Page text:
(image: screenrant.com)

Wednesday, July 12, 2017

USR Wednesdays: Miniatures Rules

Rules light games are known for being played "theater of the mind" style: everything is described by the GM and the players, including the stuff more crunchy rules sets use miniatures and maps for, like combat positioning and movement. Instead of moving a small plastic figure six spaces, then counting another few spaces to make sure your character is in range of a target, you just say, "I'm near the door, can I hit him?"

But if you're like me, and you want to use all the miniatures and maps and terrain and stuff you use in other games and have spend years collecting — and at the same time you want to play USR — you need another option. So I'm borrowing from my own Microlite 20 rules for USR miniatures rules.

A recent game - elves and humans vs wolves and rats standing in for wolves.


If you have miniature figures (about 1 inch or 25 to 28 mm tall) to represent the characters and their enemies, you’ll need a ruler or a battle map covered in spaces (squares, hexes or 1 inch measurements). One space equals 5 feet or 2 yards, and the average human-sized character and monster moves 6 spaces per turn, even diagonally. This is the character’s movement rate.

Small characters (like halflings or gnomes) move 5 spaces per turn, while characters wearing heavy armor (splint mail, banded mail, half-plate, full plate) move 1 space less each turn. On older-style (i.e. OSR) maps, where one space equals 10 feet, the average character moves 3 spaces per turn.

Characters can move through the same space as another character or enemy, but cannot end movement in the same space as another figure. Rubble, darkness, heavy growth and other difficult terrain “costs” 2 spaces of movement per space moved by the character. Moving up and down is the same as moving horizontally (a character does not have to “spend” extra movement to climb or fly). Moving just 1 space is considered a “free” action, as long as the character does not move any farther that turn.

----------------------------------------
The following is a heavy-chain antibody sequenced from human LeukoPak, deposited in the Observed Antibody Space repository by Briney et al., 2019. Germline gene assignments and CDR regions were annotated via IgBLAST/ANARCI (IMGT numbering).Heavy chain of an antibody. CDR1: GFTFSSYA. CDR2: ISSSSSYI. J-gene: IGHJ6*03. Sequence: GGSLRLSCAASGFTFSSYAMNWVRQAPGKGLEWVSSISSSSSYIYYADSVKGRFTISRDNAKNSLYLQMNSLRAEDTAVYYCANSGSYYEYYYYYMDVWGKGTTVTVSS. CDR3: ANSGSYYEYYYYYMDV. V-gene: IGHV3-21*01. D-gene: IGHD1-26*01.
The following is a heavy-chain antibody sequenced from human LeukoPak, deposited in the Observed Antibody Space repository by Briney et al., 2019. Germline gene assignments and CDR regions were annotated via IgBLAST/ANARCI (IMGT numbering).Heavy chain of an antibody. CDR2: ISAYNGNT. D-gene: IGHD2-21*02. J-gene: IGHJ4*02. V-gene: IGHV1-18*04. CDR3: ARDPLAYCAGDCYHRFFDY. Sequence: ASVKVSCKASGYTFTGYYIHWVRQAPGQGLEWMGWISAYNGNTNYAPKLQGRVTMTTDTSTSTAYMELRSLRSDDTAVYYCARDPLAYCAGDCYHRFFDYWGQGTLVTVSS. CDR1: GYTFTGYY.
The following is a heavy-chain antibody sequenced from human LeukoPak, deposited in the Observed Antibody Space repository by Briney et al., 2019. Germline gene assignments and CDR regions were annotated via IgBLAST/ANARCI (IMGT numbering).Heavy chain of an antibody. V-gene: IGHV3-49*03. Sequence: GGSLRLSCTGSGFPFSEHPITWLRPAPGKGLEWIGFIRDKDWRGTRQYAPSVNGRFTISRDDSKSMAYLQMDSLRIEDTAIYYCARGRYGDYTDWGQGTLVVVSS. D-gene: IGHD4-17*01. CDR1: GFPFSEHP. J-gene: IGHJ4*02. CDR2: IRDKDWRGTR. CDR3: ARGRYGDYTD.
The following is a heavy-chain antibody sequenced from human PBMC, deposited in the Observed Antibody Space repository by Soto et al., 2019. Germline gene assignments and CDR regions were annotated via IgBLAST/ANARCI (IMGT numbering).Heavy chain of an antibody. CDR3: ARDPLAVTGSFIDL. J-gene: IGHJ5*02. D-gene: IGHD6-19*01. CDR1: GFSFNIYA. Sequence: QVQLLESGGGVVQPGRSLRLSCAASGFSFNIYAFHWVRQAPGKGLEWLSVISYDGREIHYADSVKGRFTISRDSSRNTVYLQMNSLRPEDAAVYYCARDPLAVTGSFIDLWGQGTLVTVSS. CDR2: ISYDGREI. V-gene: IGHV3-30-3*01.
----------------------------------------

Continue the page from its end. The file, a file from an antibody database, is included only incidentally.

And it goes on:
If there’s a question whether a character could see an enemy to hit it, draw an imaginary straight line from the center of the attacker’s space to the center of the target’s space (or one of its spaces, if it takes up more than one space on the map). If there is no major obstacle or enemy in the path, the character can make the attack. Allies of the attacker do not block its path. Characters can attack through windows and other partial obstacles at a -1 penalty to hit.

To avoid calculating attack ranges each turn, melee attacks must be made against an enemy in a space adjacent to the character. Thrown and short-range weapon attacks can be made against an enemy up to 10 spaces away. Long-range weapon attacks can be made against an enemy up to 25 spaces away.

There you have it, simple rules for miniatures. I've used them in several games I've written over the years, and they seem to be a good starting point. A character with a high Action stat or Specialisms related to agility and dexterity might move a space faster, and the difficult terrain and obstacles rules could get much, much more detailed (Action rolls to move through terrain? 1/4 cover?).

Do miniatures play a part in your USR games?